Queenie Cao: Translating Playtime Delight to Jewellery
How to manage a clothing and a jewellery line at the same time.
The lyrical world of Queenie Cao reminds us that, in periods of political and social uncertainties, fashion can still be about delicate and oneiric craftwork. Dolls, colourful crochet dresses, girly faces with meticulous hairstyles and delicate ornaments is what one finds in the young Chinese designer’s debut jewellery collection. Passionate about dolls but too old to play with them, she finds ways to keep them around.
Freshly graduated from Parsons MFA Fashion Design and Society in 2016, Queenie is facing the early challenges of establishing her own brand. The designer is producing her first jewellery collection with her business partner Runxi Wang, whilst continuing to work on her womenswear line on the side. Feeling the constrains of the business side of the jewellery project, she balances it with total creative freedom on her clothes collection, keeping her fantasy world of dolls, colour, and textured craftwork alive.
You have launched your brand, Queenie Cao New York, quite recently. How has the experience been so far?
Well, it has been really difficult. Things take a very long time to process, like half a year. There are a lot of things to do and to negotiate, and I don’t really know how to set up everything on my own. Basically, I just registered my jewellery line, not my clothes line.
Is jewellery your main priority at the moment?
I’m still doing fashion, I’m working on the next collection, but for my jewellery collections I have a partner, whereas in fashion I am on my own. It’s the same name, but I have a business investment partner for jewellery. So, the fashion design is really about whatever I want to do!
Was it the way you expected, to start a brand of your own?
Before I started my masters of Fashion at Parsons I was already doing jewellery. I was also part of some pop-up stores in Scotland while I was living there. At the time, I used to do some random jewellery, so I started with just one piece for some galleries. Now it’s different because I have registered my brand, and it’s more about thinking of the collections and how to approach the market. It’s taking a long time because I take nearly half a year to produce everything here. It’s also really difficult at the beginning because I have to work with a factory here, which is totally different from the factory that I worked with before. You know, when you meet people for the first time, they cannot make your pieces perfect nor in the way you were expecting, so you have to redo it and fix it, which takes a very long time. It’s not like before, when I was making just one piece by myself, and wouldn’t really need to think about the production side of it. Now it’s different and I really need to think of the easiest way to produce and sell it.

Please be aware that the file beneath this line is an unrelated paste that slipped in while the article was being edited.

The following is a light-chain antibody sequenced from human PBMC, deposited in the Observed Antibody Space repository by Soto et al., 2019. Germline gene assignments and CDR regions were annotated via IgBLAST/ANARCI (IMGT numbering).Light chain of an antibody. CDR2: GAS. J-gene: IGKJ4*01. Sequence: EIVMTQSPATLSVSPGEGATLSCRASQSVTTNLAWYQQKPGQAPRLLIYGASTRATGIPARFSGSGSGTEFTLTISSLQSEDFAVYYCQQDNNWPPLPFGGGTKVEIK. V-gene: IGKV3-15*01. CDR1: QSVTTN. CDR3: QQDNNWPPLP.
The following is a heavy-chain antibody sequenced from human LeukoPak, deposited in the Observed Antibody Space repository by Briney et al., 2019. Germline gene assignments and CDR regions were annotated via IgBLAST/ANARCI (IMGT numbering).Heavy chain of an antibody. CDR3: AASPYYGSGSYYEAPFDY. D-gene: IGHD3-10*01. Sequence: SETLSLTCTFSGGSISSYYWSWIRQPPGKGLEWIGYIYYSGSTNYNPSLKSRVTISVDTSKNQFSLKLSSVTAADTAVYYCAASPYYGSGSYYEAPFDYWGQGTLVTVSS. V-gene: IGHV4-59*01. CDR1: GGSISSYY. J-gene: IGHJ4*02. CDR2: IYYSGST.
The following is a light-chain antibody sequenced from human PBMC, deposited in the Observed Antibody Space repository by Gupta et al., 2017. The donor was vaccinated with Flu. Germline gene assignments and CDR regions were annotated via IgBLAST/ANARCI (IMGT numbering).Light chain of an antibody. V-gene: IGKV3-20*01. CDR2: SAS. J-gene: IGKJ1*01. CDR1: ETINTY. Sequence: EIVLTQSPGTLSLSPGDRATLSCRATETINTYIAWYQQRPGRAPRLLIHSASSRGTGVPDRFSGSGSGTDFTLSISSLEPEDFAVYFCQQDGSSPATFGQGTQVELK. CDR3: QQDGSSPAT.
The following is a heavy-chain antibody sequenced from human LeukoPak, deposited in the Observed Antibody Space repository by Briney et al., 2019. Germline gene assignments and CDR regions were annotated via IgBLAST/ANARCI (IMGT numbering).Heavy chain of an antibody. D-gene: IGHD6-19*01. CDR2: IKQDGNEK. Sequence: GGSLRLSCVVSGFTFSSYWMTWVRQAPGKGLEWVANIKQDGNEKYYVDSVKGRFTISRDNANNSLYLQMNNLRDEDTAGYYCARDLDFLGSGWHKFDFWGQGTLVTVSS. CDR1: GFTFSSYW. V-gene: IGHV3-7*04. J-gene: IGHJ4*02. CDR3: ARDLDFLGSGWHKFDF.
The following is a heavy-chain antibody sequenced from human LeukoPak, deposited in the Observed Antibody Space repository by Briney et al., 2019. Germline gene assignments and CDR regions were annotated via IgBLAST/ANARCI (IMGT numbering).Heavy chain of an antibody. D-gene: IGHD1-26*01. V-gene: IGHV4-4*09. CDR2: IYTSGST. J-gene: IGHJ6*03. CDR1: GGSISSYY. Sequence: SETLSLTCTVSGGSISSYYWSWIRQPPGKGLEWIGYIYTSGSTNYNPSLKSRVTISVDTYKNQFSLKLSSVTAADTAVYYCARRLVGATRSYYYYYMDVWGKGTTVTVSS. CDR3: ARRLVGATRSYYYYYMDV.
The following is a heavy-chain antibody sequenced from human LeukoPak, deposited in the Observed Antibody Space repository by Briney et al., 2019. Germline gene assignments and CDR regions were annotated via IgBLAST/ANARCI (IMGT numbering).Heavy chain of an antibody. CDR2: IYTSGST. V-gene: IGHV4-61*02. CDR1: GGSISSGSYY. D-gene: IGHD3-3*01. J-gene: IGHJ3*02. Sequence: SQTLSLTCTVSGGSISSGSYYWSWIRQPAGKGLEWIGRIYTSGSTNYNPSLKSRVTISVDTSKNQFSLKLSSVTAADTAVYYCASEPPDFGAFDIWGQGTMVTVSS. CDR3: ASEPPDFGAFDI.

Is there any part of the creative process that gets lost during that whole process of production?
Well, maybe. When I shoot my clothes collection, for instance, I will make some random jewellery with it. And for that piece, I don’t really need to think about marketing. But when you have two big collections each year, you have to think about the marketing part.
You started by studying fashion design in China, Scotland and finally in New York. What made you so interested in pursuing jewellery design?
I really think it was because accessories are really important to me. I want to put jewellery together with the clothes. I studied fashion in my BA for four years, and during those four years I did really random things, not focusing on anything in particular. I did sculpture, ceramics, and jewellery. And then during my transfer in Scotland, which happened in my final year, I worked mainly in fashion. I don’t know, I feel that it is all together. I really like using my hands to work and feeling that small sculpture thing. But in my point of view, I kind of think about jewellery in the fashion way, I believe.
So do you see your jewellery as an extension of your fashion design work?
Fashion design is visibly present in your jewellery work. Do you think your work would have been different if you hadn’t studied fashion?
Yes, it would have been very different. Totally different, I think. I just feel that, since my clothes were not easy to wear before, I try to make them more wearable now. Also, when I think about the market I cannot really control the clothes line, and I don’t have that problem in my jewellery line or with accessories. All my collections will have accessories, like gloves, hats or shoes. For the clothes, if I just give myself the freedom to do whatever I want, okay, then I’ll do whatever I want. But if I have to think about the market, I would feel that it is so difficult! Maybe this is because I have been studying for so many years, and this is my dream job, so every time you think about the market, you have to think that you cannot do this piece because it’s not going to sell, and that is hard.
So do you think that jewellery is easier to adapt to the market than fashion design?
I think it depends on you. There are some people doing artistic jewellery for galleries, right? In my case, maybe yes. For my clothes line I just want to give myself more freedom. But we will see, maybe after two or three collections I will do no more! No more marketing and just doing what I want!
Some pieces of your latest jewellery collection are miniature girls dressed in beautifully detailed dresses, which remind us of the collection you did for your MFA at Parsons. Who are these girls?